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CAS for Database

Dingzhong Ding

Shanghai, China

Shanghai Foreign Language School



For Shanghai

I have to admit I did not know my body                 was trying to drive me this wild

into the city, let alone grow a heart of its                 own. Though to be fair, it grew

tired of waiting, creasing from the stray                 smell of cleaners filthing up the streets.

Let itself slide into pipeline, scissor                sidewalks, writhe up electric

spines, pluck scales from moon              -shimmered waters, scour the banks

for their serpentine sludge,              amphibian bones. And to find them marrowless,

burrows its nose into              the ruby earth to find more arteries hollow. And to think

there was real blood            running beneath this economy of petrified exoskeletons.

Well, nothing here           to replace me with. Nothing new since the last time I was

walked out of bed to         scavenge perfect pavements for aperture. Something

readying a reemergence.         There is none. The city cleans up all too well.

But I know men who will call        this a vanishing experiment before a they call it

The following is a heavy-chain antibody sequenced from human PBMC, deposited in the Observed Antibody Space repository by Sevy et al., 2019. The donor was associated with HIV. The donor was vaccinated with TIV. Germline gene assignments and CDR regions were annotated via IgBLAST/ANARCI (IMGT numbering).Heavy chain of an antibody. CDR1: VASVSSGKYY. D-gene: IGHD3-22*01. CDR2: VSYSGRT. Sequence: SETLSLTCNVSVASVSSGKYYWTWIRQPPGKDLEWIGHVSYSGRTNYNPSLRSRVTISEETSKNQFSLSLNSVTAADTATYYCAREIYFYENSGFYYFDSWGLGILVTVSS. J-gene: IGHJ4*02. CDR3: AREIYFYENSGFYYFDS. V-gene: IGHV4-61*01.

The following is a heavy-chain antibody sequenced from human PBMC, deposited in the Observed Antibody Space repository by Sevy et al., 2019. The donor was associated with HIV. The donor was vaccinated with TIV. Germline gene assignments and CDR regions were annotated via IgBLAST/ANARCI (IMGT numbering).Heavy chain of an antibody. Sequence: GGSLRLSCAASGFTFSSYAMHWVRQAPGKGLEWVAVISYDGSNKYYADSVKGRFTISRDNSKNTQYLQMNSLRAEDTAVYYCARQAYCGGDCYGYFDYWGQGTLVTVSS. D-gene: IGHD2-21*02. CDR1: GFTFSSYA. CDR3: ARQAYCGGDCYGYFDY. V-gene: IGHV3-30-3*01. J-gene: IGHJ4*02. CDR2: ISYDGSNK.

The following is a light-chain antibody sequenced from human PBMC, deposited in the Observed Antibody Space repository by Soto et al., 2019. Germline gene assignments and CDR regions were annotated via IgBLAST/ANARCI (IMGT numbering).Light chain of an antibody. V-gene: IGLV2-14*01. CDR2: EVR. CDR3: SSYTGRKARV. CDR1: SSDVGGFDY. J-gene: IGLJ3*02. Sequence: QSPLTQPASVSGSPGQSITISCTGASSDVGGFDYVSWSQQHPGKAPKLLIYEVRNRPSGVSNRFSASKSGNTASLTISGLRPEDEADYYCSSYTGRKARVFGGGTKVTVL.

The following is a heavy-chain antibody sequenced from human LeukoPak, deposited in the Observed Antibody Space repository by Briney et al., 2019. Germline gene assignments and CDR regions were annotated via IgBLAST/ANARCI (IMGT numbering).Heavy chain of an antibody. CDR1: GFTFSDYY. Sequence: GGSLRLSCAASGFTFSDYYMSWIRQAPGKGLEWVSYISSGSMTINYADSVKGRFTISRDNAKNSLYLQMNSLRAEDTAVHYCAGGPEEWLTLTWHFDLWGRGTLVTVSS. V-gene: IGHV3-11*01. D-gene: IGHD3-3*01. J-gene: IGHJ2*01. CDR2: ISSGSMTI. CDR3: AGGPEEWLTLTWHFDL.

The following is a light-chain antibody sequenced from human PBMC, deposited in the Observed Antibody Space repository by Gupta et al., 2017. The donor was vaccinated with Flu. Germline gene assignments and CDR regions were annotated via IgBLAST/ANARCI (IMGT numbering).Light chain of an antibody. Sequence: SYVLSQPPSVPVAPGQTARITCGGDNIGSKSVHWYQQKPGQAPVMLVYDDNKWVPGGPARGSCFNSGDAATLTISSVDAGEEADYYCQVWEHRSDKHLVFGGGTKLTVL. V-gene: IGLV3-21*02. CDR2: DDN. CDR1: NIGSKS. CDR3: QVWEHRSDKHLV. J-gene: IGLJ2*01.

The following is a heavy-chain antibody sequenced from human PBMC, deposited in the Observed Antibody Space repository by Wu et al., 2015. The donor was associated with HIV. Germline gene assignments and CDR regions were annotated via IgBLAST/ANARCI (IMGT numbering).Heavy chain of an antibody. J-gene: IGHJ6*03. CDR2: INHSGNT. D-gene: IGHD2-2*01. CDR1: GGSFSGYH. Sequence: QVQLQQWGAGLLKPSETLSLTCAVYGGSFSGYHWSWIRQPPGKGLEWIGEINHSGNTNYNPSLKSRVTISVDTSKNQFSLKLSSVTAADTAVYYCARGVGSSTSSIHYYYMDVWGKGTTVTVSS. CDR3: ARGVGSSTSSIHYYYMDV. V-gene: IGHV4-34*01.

a city, who teach their fingers to        point and have, heave and peel. And then drag

cigarettes across the night ether and        halve a full moon, watch it bleed

velveteen sheets into rivers, then howl       at the raw ease with which it is done.

In mornings I wake to a body unhitched       from the aftertaste, almost clean.

I rise to scrape wanderlust off my teeth.      Maybe a full moon ago there was

a thieved city to be salvaged, bone and      hearts to spare. By which I mean,

hearts that reside within, that do not      need to hunt

                                                                 for broken parts.


In “Cleanness,” the body’s search for identity is restless, autonomous. With incisive images of economies of “petrified skeletons” and banks brimming with “serpentine sludge,” Ding paints a visceral portrait of a city that both consumes and is consumed—a hollowed-out vessel that is clean, if only temporarily.


Dingzhong Ding is a writer from Shanghai, China. His work is out or forthcoming with Sine Theta Magazine, Poetry Online, and has been recognized by the National Poetry Society.

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